We're world beaters for lung transplants, says donation chief
LUNG transplants carried out at Dublin's Mater Hospital are achieving standards above the international norm, according to the director of the National Organ Donation and Transplant Office, Professor Jim Egan,
Having achieved top standards since the first lung transplant there in 2005, Prof Egan says the problem now is the insufficient number of transplants.
"That is the quest I'm on at the moment," says Prof Egan, a consultant respiratory physician.
The first lung transplant in Ireland was conducted, successfully, in 2005.
"This was a single lung transplant and was very successful. And the key target at the time was that we would compare favourably to international standards," Prof Egan said.
The Mater transplant team, now under lead surgeon Karen Redmond, immediately achieved the required standard and this was acknowledged in published material in the 'British Medical Journal'.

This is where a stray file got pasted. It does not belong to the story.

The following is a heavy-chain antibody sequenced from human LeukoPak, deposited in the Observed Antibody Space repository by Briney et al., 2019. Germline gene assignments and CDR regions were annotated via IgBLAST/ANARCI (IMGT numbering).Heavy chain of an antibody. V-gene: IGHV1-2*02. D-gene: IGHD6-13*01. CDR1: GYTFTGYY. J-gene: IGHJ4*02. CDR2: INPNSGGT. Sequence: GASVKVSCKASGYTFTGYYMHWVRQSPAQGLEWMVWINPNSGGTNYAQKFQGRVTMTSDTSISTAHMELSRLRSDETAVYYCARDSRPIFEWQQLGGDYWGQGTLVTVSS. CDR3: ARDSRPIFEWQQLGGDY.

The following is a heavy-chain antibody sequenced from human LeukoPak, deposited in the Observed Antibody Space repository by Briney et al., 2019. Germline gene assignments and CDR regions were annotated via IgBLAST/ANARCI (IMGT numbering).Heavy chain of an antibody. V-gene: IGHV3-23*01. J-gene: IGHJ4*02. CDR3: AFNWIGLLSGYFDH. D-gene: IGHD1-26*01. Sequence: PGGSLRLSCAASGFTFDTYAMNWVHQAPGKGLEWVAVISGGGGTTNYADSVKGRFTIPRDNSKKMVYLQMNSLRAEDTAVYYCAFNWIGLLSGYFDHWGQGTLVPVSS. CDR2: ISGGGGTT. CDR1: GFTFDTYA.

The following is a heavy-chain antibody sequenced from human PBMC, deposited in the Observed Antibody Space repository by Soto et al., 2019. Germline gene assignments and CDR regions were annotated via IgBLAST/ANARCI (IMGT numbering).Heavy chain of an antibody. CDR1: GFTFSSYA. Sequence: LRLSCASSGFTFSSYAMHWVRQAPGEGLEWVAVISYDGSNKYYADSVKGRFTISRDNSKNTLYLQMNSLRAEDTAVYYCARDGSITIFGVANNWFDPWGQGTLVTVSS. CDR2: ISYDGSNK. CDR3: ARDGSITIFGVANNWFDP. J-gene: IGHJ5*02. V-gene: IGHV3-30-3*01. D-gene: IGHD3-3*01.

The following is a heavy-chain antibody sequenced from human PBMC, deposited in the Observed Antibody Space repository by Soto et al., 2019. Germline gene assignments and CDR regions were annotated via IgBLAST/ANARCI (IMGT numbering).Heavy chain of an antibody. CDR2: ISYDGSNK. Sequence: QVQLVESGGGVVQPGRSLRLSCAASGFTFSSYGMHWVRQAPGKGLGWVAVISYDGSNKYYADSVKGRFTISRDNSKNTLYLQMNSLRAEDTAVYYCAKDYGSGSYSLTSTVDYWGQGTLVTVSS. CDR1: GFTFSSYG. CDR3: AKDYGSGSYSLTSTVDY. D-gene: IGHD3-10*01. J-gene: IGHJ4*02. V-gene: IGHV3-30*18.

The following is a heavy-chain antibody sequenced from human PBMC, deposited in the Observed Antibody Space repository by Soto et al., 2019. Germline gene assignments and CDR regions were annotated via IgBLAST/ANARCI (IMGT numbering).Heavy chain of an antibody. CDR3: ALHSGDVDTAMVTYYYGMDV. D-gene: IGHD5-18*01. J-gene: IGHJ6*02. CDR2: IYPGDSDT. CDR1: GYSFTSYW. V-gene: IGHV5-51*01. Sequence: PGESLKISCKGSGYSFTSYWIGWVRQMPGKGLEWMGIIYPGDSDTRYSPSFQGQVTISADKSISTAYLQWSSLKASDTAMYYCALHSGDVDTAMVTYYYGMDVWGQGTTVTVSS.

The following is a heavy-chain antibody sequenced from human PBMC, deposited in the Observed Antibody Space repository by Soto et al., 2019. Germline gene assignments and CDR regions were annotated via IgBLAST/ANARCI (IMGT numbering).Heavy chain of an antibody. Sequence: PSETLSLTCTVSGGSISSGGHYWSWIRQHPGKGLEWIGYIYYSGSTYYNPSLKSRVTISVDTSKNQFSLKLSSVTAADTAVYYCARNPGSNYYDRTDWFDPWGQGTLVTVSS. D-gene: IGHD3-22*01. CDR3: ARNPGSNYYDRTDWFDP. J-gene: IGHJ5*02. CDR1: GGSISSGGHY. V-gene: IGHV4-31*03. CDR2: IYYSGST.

"After that we carried out six to eight transplants each year, up to last year. Then we did 12 transplants in 2012 and already this year, we've done eight."
Despite the high standards, 23 patients died on waiting lists last year.
"The number of donations can be addressed through a better organisational structure and through the enactment into law of the proposed Tissue Bill in the Oireachtas," he added.
Prof Egan hopes that the 'presumed consent' clause in the Bill will become law.
There are 678 patients awaiting life-saving organ transplantation in Ireland.
"I would support presumed consent – an assumption that the deceased person's organs are made available for transplantation.
"The countries where it exists have the best organ donation rates in Europe, such as Spain and Portugal. There, 30 donations per one million population are made available, compared to just 18 in Ireland, which is still higher than the UK," said Prof Egan.
Legalising presumed consent would be "a statement from society that we are an organ donation society", according to Prof Egan.
Meanwhile, one person must be made responsible for organ donations in all the key hospitals.
"This presumed consent would operate on a 'soft' basis," added Prof Egan.
"You still must ask the family concerned – and they can stop it."
Prof Egan said that there was also a compelling economic reason to increase donations and transplants.
"It's conservatively estimated that the appropriate number of transplants in Ireland would save the State about €60m over 10 years, because of cost savings in medical care and medicines," said Prof Egan.